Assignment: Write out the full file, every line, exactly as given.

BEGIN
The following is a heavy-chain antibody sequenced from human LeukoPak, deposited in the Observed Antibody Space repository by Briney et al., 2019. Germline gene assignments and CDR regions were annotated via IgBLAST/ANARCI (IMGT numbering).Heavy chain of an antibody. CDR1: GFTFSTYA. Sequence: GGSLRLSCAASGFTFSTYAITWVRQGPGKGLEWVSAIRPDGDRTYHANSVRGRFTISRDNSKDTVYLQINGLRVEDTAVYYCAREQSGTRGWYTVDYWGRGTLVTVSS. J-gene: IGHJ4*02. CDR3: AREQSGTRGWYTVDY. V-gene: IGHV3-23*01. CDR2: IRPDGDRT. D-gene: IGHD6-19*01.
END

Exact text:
The following is a heavy-chain antibody sequenced from human LeukoPak, deposited in the Observed Antibody Space repository by Briney et al., 2019. Germline gene assignments and CDR regions were annotated via IgBLAST/ANARCI (IMGT numbering).Heavy chain of an antibody. CDR1: GFTFSTYA. Sequence: GGSLRLSCAASGFTFSTYAITWVRQGPGKGLEWVSAIRPDGDRTYHANSVRGRFTISRDNSKDTVYLQINGLRVEDTAVYYCAREQSGTRGWYTVDYWGRGTLVTVSS. J-gene: IGHJ4*02. CDR3: AREQSGTRGWYTVDY. V-gene: IGHV3-23*01. CDR2: IRPDGDRT. D-gene: IGHD6-19*01.